Of all the rumors, which one gave you sleepless nights?

I think the insinuation that women can only become something if they sleep with a man is completely wrong. It bothers me but I have grown to have thicker skin. However, what really bothers me is the young girls that look up to me constantly hearing that they have to ‘give it up’ in order to be successful. That notion limits girls from dreaming that they can break the ceiling.
It did not bother me until last week when a young girl approached me about this. It hurt me that she was put in a corner over misconceptions about me which I have not addressed.

And your alleged relationship with Masisi?


There is no truth in that and I have known about this rumor, but I would like to leave the President out of this. I have always kept it to myself but once young girls start to think that they are limited in what they can achieve I had to do something.

I heard that you meditate during your spare time. What else does the Honorable Minister get up to?

Oh! I have fun. I have little time for myself so I really go all out and have fun. I am young after all!

We are going into the general election next Wednesday. What message do you have for Batswana?

It is important that as we go through elections we remember why we are doing this, this journey of our independence and the journey of our democracy. We need to safeguard our Botswana and ensure that whatever the outcome is the decision is respected. But ofcourse, I will take this time to ask Batswana to vote for RreTsogwane and the President Masisi.

So, what will you be up to this Friday?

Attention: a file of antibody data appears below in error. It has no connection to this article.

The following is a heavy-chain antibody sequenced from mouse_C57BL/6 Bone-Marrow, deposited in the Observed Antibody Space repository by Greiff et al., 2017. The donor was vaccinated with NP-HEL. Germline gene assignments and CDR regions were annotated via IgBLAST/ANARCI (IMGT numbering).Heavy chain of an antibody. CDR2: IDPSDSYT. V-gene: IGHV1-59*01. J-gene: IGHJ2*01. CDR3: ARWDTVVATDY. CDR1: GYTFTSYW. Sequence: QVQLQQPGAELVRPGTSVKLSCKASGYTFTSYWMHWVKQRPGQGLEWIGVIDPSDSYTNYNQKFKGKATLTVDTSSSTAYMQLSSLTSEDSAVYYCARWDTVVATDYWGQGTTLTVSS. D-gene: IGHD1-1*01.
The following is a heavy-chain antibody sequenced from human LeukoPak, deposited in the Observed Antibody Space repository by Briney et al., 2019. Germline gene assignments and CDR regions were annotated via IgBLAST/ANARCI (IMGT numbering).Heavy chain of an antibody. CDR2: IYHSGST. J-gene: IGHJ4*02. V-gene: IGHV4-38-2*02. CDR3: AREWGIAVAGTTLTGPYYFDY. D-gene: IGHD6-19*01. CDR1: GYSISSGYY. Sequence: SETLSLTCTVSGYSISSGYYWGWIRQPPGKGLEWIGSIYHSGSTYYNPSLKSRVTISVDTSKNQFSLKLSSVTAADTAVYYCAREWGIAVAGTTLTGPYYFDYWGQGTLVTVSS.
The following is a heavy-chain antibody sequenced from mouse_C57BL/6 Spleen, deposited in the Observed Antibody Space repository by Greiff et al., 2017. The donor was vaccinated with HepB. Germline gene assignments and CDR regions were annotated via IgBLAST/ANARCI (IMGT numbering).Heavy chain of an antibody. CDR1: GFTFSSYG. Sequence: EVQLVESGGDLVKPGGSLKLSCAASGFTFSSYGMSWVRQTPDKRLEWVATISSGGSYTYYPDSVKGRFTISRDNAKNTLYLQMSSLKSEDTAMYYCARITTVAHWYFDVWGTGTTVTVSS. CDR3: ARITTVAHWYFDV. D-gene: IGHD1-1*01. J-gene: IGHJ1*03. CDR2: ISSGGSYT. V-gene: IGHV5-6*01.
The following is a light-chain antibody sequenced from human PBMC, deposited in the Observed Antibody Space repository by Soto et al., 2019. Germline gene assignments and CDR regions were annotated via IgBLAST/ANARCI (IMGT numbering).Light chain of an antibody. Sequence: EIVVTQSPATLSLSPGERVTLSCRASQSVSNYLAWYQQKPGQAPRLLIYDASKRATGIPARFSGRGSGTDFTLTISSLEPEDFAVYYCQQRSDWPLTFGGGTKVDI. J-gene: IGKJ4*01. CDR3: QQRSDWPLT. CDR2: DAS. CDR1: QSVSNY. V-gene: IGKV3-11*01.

I will be in Orapa and Kumaga attending a Kgotla meeting with the President.

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United lounge launch

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United lounge launch

Having closed its doors for renovations at the beginning of the year, United lounge will re-open its doors with a blazing line up lead by South African artist, Caiiro.

He will share the stage with the Legendary Easy B, Teaz, hapex Guru, DJ KSB, Sly, TMan, Allan Govie, Nfazo, Cee, Roxx, Madala and La Spooner.

The energetic Kokwana will be the Mc for the night.

A bucket of Castle lite worthy P80 will guarantee you an entrance or else one will have to part with P50.

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Fun Q & A chat with local celebrities

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Voice Lifestyle Fun Q and A chatting about the latest trends and what’s happening with our special guests this week Dj Root, Miss Abbey and Mdu Tha Party. Check it out!!

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Blessed, burdened, brilliant

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*ATI TO CALL IT QUITS

It appears one of the country’s most talented, talked about and admired artists is poised to take his musical talents in a different direction.

In an exclusive, emotional interview with Voice Entertainment, ATI revealed he will drop his eagerly-anticipated album this year.

He then intends to take a hiatus from releasing music.

Instead the rapper plans to focus on other things, such as using his abilities to help push upcoming artists.

“I love music. I love the art of music but I am at a point where I need to give back. I am done being the man of the music. Being at the forefront is not entirely what I like. I can express myself through other people, even if I am not at the forefront!”

Tracking down the superstar is not easy. After a six-hour wait – the interview finally went ahead at 8 pm this Saturday at his manager’s home – the ‘Ceaser 2 Ceaser’ singer is in a talkative mood.